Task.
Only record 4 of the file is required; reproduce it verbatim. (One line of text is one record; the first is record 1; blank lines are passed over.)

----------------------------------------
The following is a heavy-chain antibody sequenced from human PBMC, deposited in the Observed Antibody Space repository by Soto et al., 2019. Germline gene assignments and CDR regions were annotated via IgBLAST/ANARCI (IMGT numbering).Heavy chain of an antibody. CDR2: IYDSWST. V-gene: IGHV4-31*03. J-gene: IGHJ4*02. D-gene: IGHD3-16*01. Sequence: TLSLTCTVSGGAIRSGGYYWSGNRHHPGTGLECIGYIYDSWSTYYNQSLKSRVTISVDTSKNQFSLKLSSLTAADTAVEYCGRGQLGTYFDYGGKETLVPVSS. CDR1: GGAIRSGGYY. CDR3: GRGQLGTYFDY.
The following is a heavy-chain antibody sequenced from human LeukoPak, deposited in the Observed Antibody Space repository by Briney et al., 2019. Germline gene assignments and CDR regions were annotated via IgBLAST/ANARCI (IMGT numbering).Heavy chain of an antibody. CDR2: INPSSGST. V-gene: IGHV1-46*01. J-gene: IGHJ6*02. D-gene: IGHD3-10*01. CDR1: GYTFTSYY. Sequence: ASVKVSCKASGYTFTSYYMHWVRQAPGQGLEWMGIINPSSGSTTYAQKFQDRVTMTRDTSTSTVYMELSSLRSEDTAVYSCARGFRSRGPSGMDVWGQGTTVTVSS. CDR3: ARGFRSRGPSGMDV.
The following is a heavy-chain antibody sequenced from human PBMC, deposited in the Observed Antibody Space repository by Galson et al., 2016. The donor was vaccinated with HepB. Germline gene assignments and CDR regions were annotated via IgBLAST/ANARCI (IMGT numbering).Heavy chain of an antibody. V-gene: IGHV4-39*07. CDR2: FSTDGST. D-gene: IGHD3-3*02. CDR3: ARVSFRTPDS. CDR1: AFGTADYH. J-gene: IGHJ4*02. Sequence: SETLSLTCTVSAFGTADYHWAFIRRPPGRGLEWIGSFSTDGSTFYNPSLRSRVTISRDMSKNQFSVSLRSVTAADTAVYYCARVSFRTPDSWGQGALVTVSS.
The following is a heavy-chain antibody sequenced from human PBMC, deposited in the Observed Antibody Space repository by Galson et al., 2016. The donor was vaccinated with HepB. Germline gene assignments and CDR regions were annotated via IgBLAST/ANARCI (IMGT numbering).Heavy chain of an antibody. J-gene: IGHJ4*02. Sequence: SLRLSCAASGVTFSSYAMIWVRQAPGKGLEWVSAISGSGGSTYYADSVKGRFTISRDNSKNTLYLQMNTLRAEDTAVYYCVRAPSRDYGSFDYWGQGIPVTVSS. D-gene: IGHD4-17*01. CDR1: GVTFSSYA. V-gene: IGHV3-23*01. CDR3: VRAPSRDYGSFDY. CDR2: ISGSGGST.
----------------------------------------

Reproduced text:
The following is a heavy-chain antibody sequenced from human PBMC, deposited in the Observed Antibody Space repository by Galson et al., 2016. The donor was vaccinated with HepB. Germline gene assignments and CDR regions were annotated via IgBLAST/ANARCI (IMGT numbering).Heavy chain of an antibody. J-gene: IGHJ4*02. Sequence: SLRLSCAASGVTFSSYAMIWVRQAPGKGLEWVSAISGSGGSTYYADSVKGRFTISRDNSKNTLYLQMNTLRAEDTAVYYCVRAPSRDYGSFDYWGQGIPVTVSS. D-gene: IGHD4-17*01. CDR1: GVTFSSYA. V-gene: IGHV3-23*01. CDR3: VRAPSRDYGSFDY. CDR2: ISGSGGST.